"Electric fireplaces are certainly rising in popularity due to their combination of convenience and modern features," says Glenn Sebring, president and founder of Chicago-based Sebring Design Build.
"By simply flipping a switch, a room can be heated in minutes. They are favorite not just because they heat the room so easily, but because they provide a sense of ambience as well."
Step 3: Build the pillars and header
After the Brilliant Tiles were installed, I finished building the relax of the DIY faux fireplace. The base of the fireplace is a simple box built from MDF.
The next step was to build the pillars and the header. Here are the two pillars. Once again, I used pocket hole joinery here.
I painted a scrap sheet of ¼ in.
plywood with black chalkboard paint and attached it to the back of the firebox with 1 in. staples and wood glue. It would be so cute to draw a crackling fire and some logs onto that chalkboard, wouldn’t it?
Then I dry-fitted the parts to make certain everything fit perfectly and attached the pillars to the base with these Simpson Strong-Tie framing angles. Now it’s time to add the mantel. I placed the mantel on top and attached it to the fireplace with 2 in. countersunk wood screws. Then, I added the decorative molding to the face of the fireplace with 1 ¼ in.
brad nails and wood glue.
Step 1: Build the Firebox
Drill ¾ in. pocket holes as shown and construct the firebox with 1 ¼ in.
pocket screws and wood glue. The above photo is the view from the back.
Here is the front view of the firebox. This will be the surface where the Brilliant Tiles will be placed.
Advantages of an Electric Fireplace
Low operating costs: Since you never own to replenish wood or pay for gas, you can save money correct off the bat. The typical electric fireplace uses around 1, watts of electricity to power its heating coils, which translates to about 8 or 9 cents an hour.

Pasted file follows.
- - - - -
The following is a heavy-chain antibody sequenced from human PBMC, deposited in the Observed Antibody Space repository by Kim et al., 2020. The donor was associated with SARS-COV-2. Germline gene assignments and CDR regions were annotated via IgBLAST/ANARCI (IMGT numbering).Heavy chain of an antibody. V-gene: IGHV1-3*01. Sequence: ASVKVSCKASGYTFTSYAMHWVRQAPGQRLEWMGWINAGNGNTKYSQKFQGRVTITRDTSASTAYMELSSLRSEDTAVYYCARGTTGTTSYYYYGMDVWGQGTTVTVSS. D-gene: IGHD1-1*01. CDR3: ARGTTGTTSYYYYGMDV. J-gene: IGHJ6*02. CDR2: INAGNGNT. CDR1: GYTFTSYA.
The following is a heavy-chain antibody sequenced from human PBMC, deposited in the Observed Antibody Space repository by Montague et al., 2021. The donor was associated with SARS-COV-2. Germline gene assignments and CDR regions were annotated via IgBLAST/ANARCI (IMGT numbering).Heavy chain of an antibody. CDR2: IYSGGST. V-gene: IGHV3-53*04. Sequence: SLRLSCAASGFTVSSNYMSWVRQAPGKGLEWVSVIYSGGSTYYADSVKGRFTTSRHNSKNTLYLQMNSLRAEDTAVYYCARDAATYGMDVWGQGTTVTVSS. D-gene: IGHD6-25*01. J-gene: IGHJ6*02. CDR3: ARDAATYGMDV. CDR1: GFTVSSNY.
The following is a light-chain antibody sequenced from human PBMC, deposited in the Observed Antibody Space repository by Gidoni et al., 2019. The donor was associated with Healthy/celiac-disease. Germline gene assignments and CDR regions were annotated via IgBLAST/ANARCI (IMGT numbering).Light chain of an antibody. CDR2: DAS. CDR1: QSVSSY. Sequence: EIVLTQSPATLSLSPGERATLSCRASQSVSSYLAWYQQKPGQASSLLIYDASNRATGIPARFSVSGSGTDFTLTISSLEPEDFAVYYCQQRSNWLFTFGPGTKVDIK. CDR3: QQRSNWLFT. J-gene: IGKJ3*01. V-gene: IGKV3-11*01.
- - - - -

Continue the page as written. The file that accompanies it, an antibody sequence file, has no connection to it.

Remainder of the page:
Running a flame-only electric fireplace?
Operation costs can range anywhere from to 3 cents per hour. Overall, the average homeowner with an electric fireplace will spend between $50 and $ per year on operation costs, depending on whether the fireplace is being used to produce flames only or to fully heat a room. Lastly, there’s also no need to own your chimney cleaned or inspected.
Easy install: Electric fireplaces can be installed anywhere there is access to a power outlet.
They work with standard volt electrical outlets, and some larger models can fit volt outlets.
Less mess: "Electric fireplaces don’t create genuine flames, which is why they don’t produce the mess that traditional fireplaces make," says Glenn Wiseman, sales manager at Canada-based Top Cap Home Comfort Services. "Even though the flames may glance genuine, they’re just an illusion from light components in the machine." Instead, there’s a simple on/off switch that gives you access to instant heat, with an effect that mimics genuine flames, but avoids any of the hassle or cleanup.
Safer: Electric fireplaces own zero emissions and no hazardous byproducts.
Wood-burning fireplaces, however, can release cancer-causing agents and dangerous fumes (such as carbon dioxide and monoxide) into your home. When inhaled, these fumes can be dangerous to you and your pets. They’re even safe for use in bathrooms. Just be certain if you install one in your bath, it’s rated for use in a bathroom or areas prone to moisture.
Step 2: Install the Brilliant Tiles
Now it’s time for the enjoyment part: the tiling, but without every the mess!